Living in the Second Half of Life

My wife Carole reads Richard Rohr quite often and I then receive emails from her to read something that might mean something to me. This one from “Falling Upward” came through the other day, and I was glad for it. Carole says, “this sounds like you.”

Living in the second half of life, I no longer have to prove that I or my group is the best, that my ethnicity is superior, that my religion is the only one that God loves, or that my role and place in society deserve superior treatment. I am not preoccupied with collecting more goods and services; quite simply, my desire and effort—every day—is to pay back, to give back to the world a bit of what I have received. I now realize that I have been gratuitously given to—from the universe, from society, and from God. I try now, as Elizabeth Seton said, “to live simply so that others can simply live.”

I just had lunch with a pastor. This sounds like her too. It might sound like you as well.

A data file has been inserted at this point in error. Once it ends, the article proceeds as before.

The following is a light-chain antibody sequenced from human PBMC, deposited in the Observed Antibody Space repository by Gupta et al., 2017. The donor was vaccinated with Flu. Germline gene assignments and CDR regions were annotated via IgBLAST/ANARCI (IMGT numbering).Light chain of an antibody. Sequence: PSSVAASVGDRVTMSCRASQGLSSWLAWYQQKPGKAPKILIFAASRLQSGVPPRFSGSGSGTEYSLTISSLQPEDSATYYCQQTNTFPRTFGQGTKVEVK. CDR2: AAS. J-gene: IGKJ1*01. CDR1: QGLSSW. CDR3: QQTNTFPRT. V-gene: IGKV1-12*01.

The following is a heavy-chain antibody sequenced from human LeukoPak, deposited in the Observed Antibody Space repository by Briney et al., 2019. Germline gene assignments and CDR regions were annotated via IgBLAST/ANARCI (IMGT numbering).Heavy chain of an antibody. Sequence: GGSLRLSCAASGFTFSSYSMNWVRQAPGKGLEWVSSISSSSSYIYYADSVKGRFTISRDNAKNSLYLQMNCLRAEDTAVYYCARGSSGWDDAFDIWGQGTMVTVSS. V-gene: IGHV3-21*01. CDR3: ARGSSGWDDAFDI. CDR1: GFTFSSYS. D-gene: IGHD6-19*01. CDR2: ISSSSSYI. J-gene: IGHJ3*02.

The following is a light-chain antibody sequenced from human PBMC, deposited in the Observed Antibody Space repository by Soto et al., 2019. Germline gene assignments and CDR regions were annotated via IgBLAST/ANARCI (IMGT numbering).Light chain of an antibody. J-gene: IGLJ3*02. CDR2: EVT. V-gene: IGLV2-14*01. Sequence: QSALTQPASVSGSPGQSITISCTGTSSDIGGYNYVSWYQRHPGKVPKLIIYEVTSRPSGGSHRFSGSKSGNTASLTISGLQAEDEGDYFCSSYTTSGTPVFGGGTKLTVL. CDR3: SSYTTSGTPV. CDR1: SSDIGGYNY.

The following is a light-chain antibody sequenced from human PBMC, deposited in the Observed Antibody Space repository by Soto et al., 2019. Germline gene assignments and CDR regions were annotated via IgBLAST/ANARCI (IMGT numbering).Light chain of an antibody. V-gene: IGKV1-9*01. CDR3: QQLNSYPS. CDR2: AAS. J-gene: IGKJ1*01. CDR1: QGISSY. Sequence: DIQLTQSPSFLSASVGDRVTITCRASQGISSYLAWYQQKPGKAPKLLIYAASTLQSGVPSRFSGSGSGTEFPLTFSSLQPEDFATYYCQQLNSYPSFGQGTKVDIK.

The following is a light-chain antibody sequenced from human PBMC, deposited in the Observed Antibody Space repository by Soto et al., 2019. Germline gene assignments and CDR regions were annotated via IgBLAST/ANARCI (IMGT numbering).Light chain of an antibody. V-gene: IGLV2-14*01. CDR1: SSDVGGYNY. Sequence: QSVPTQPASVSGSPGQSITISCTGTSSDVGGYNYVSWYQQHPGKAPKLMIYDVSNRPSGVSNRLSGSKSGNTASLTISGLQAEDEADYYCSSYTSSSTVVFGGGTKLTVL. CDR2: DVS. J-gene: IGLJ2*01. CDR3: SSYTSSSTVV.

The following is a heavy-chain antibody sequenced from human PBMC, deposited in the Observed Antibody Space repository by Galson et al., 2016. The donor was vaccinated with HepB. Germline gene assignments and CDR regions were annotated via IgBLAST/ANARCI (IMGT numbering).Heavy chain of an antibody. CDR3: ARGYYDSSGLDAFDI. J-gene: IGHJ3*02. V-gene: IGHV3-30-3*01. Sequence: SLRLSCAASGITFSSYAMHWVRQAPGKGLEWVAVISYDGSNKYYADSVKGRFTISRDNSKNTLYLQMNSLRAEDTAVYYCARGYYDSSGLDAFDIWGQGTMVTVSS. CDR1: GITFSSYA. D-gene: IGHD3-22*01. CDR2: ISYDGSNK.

Paddy Ducklow
My name is Paddy Ducklow and I am the "Blog Pro" entitled with the privilege of assisting faculty, board, staff, pastors, students, etc. to write their thoughts and become published! Email me with great ideas at pducklow@carey-edu.ca.
  1. Paddy Ducklow
    Paddy Ducklow Reply
    Commenting on your own blog is not considered the right protocol, but it occurred to me that this Rohr post is a lot like differentiation in the Family Systems Theory sense. For those in Pastoral Care this coming week with me, you might have found yet another differentiation definition.

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